I veer from the normal rice and dal khichdi recipe, to a new standard from my sister's kitchen. She uses fada or lapsi. In plain English thats cracked wheat. Wheat that has been pounded to small grains. Healthy and nutritious, it is an adequate substitute for rice. She adds a few vegetables to the mix for a one bowl meal. I follow her instructions to the letter. Except for not having moong dal. So in goes whole masoor dal, a slight variation with the same result. Her instructions require the use of a pressure cooker. So I'm not sure how the khichdi will cook without this device. Sorry!

Kadhi comes together with yogurt, chick pea flour and a few spices. It is a one two three soupy concoction that is full of subtle flavor. It echoes the same spice elements as the khichdi.

Serves 2

1/2 cup Fada, Lapsi or Cracked Wheat
1/4 cup yellow Moong Dal or whole Masoor Dal
1 Carrot
1/2 cup frozen Peas
1 tablespoon Canola Oil 
1 tablespoon Ghee
5 Cloves
1 Cinnamon stick
10-12 Black Peppercorns 
1/4 teaspoon Cumin seeds
1/4 teaspoon Mustard seeds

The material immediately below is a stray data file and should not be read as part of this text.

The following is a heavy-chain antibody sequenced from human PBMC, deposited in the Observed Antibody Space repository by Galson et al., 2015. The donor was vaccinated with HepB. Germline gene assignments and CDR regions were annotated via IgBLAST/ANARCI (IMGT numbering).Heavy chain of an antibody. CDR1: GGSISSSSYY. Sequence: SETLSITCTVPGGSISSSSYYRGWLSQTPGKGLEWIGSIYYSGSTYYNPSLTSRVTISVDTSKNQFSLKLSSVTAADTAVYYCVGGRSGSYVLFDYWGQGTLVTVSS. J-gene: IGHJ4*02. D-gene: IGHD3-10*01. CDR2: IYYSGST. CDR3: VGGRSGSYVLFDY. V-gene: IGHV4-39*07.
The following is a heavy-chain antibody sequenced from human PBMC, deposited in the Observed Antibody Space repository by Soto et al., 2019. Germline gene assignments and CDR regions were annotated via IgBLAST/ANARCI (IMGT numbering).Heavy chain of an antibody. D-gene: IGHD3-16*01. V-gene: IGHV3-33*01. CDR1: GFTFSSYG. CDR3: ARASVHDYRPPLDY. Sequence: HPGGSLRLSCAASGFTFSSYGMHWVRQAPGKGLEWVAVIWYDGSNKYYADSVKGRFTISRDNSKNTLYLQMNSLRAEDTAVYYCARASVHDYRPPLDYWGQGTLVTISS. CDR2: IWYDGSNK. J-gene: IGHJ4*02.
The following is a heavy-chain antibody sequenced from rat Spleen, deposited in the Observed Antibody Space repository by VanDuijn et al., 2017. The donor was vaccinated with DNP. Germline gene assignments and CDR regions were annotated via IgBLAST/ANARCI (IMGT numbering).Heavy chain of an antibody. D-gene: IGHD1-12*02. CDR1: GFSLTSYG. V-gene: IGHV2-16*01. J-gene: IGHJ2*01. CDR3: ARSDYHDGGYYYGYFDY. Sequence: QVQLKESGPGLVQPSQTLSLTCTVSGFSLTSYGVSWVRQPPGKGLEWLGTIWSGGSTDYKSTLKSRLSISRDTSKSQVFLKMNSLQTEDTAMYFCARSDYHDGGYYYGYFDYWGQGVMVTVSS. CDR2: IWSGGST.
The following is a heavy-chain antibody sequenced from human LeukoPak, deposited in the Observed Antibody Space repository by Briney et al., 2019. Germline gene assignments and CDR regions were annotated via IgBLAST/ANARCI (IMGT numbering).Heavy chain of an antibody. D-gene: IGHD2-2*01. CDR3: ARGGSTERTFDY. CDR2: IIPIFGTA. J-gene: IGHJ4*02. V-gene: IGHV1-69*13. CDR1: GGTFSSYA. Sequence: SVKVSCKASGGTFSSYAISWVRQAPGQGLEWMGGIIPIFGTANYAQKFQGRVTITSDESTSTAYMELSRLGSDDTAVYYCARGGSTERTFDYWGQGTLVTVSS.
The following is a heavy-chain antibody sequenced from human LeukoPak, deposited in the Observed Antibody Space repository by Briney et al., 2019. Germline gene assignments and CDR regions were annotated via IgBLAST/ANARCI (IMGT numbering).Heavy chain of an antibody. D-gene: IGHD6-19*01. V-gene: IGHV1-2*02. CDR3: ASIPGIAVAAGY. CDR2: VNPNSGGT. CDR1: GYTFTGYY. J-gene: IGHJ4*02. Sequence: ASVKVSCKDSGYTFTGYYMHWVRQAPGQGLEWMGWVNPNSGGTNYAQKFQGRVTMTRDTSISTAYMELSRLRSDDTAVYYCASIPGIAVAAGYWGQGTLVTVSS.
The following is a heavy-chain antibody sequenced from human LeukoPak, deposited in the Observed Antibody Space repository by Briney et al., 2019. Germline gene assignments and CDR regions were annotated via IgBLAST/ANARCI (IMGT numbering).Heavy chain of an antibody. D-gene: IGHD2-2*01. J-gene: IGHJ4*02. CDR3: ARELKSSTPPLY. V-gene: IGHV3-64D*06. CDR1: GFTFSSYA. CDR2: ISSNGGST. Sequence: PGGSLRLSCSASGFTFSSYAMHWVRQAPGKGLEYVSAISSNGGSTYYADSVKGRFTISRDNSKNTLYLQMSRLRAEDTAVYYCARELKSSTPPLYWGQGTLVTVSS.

2-3 dried Red Chiles
6-7 Curry Leaves
1/4 teaspoon Turmeric powder 
1/4 teaspoon Chile powder
1/2 teaspoon Kosher Salt
4 cups Water

Rinse fada in cold water a couple of times using a fine mesh strainer. Keep aside.

Wash moong dal till water runs clear.

Peel carrot and cut into small dice.

Heat oil and ghee in pressure pan.

When hot, add red chiles, cinnamon, cloves, peppercorns, cumin seeds, mustard seeds and curry leaves. Let the spices sizzle for 20 seconds, till cumin seeds are dark brown. 

Add carrot and peas to pan and saute for 30 seconds.

Scrape fada into pan along with moong dal. Saute on a low flame for 5-8 minutes. Stir well so fada doesn't stick to the pan.

Sprinkle turmeric and chile powder over fada. Stir to mix.